"From the celebrated team of Nikki Grimes and Elizabeth Zunon comes a child’s imagination-fueled adventure out at sea—or maybe it’s just the bathtub!
Night has fallen and Mom and Dad need to get their little one in the tub. To make it more fun, Mom brings a magical adventure out at sea to life, where the faucet is a waterfall, a rubber ducky is a sea creature, and the splashing water is a raging sea! In their ocean journey, Mom and Dad manage to get their little one clean just in time to dock for bedtime." -- publisher
"What happens when a brother and sister who share a love as big as the sky must separate? This heartwarming story set in an African village shows that with a little generosity, there’s always a way to come together.
In a small African village in Malawi, Prisca and her brother Caleb work together and play together, chasing each other as fast as they can. But when Caleb has to leave home to attend a good school, Prisca misses him terribly. Hoping to earn enough money to visit him, Prisca begs a local peddler to sell her crafts—but no one buys what she’s made. However, thanks to Prisca’s kindness and compassion, her dreams of reuniting with Caleb just may come true." -- publisher
"4 Starred Reviews! Nikki Grimes, Coretta Scott King Award winning author, and illustrator Elizabeth Zunon's latest children's masterpiece creates an imagination-fueled journey to bedtime.
It's bedtime, but Mommy's little boy is not sleepy.
He growls like a bear, he questions like an owl, he tosses his mane like a lion. He hunts for water like a sly wolf, and hides like a snake.
Mommy needs to wrangle her sweet creature in bed so that the whole family can sleep." -- publisher
Discover the true story of how environmentalist Farmer Tantoh is transforming the landscape in his home country of Cameroon. When Tantoh Nforba was a child, his fellow students mocked him for his interest in gardening. Today he's an environmental hero, bringing clean water and bountiful gardens to the central African nation of Cameroon. Authors Miranda Paul and Baptiste Paul share Farmer Tantoh's inspiring story.
Surveys the life of the singer, actress, and civil rights activist, describing her childhood, early years in vaudeville, and achievements as the first African American actress to be offered a studio contract
"Plastic bags are cheap and easy to use. But what happens when a bag breaks or is no longer needed? In Njau, Gambia, people simply dropped the bags and went on their way. One plastic bag became two. Then ten. Then a hundred. ... Something had to change. Isatou Ceesay was that change. She found a way to recycle the bags and transform her community"--Dust jacket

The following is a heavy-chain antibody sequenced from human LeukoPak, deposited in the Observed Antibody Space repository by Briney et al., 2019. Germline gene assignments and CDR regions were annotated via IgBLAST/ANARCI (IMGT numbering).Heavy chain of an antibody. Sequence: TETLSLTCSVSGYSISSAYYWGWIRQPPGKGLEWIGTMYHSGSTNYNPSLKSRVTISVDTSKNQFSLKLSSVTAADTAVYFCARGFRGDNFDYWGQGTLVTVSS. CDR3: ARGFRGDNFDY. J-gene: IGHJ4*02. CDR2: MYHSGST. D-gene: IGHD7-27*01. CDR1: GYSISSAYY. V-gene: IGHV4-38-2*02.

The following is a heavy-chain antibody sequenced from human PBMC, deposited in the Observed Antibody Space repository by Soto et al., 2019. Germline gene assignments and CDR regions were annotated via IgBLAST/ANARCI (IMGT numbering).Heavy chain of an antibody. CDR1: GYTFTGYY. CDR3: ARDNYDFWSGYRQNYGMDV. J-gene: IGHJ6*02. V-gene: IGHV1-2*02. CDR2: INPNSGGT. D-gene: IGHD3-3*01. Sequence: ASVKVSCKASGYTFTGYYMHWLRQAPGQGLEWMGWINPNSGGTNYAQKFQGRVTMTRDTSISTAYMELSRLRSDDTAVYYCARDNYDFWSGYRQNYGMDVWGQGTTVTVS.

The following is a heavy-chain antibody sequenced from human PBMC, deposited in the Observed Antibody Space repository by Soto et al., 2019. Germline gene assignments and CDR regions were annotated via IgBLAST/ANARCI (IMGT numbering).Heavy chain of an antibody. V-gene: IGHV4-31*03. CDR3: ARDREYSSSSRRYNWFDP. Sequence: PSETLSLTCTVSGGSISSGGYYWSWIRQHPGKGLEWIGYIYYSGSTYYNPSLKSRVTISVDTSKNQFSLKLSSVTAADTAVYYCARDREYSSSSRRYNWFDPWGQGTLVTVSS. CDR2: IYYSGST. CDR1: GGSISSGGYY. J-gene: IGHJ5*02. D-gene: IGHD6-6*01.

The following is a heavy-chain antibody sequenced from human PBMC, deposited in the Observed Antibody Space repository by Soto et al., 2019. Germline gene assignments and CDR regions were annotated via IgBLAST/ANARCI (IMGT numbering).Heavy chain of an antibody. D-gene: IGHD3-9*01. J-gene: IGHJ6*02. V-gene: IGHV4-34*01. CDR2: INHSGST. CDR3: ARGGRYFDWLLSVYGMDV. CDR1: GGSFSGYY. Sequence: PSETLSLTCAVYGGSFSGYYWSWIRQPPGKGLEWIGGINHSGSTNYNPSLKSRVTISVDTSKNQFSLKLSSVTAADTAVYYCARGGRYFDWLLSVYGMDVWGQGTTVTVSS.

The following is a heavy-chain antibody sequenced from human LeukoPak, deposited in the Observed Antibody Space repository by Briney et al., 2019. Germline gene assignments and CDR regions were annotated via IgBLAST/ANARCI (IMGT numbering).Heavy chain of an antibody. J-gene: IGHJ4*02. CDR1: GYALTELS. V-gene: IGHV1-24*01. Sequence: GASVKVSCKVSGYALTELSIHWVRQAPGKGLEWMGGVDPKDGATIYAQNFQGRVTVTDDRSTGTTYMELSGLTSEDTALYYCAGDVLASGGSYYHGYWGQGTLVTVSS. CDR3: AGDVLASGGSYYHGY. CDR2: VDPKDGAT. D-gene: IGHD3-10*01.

A young girl learns much about her mother as she reads a collection of poems written before she was born that capture her mother's memories of living around the world and growing up as a child of an Air Force serviceperson. Includes author's note, list of Air Force bases, and explanation of the free verse and tanka poetry forms used
"When 14-year-old William Kamkwamba's Malawi village was hit by a drought in 2001, everyone's crops began to fail. His family didn't have enough money for food, let alone school, so William spent his days in the library. He came across a book on windmills and figured out how to build a windmill that could bring electricity to his village. Everyone thought he was crazy but William persevered and managed to create a functioning windmill out of junkyard scraps. Several years later he figured out how to use the windmill for irrigation purposes"--|cProvided by publisher
"As a young boy growing up in North Carolina, Romare Bearden listened to his great-grandmother’s Cherokee stories and heard the whistle of the train that took his people to the North—people who wanted to be free. When Romare boarded that same train, he watched out the window as the world whizzed by. Later he captured those scenes in a famous painting, Watching the Good Trains Go By. Using that painting as inspiration and creating a text influenced by the jazz that Bearden loved, Jeanne Walker Harvey describes the patchwork of daily southern life that Romare saw out the train’s window and the story of his arrival in shimmering New York City. Artists and critics today praise Bearden’s collages for their visual metaphors honoring his past, African American culture, and the human experience. Elizabeth Zunon’s illustrations of painted scenes blended with collage are a stirring tribute to a remarkable artist." -- publisher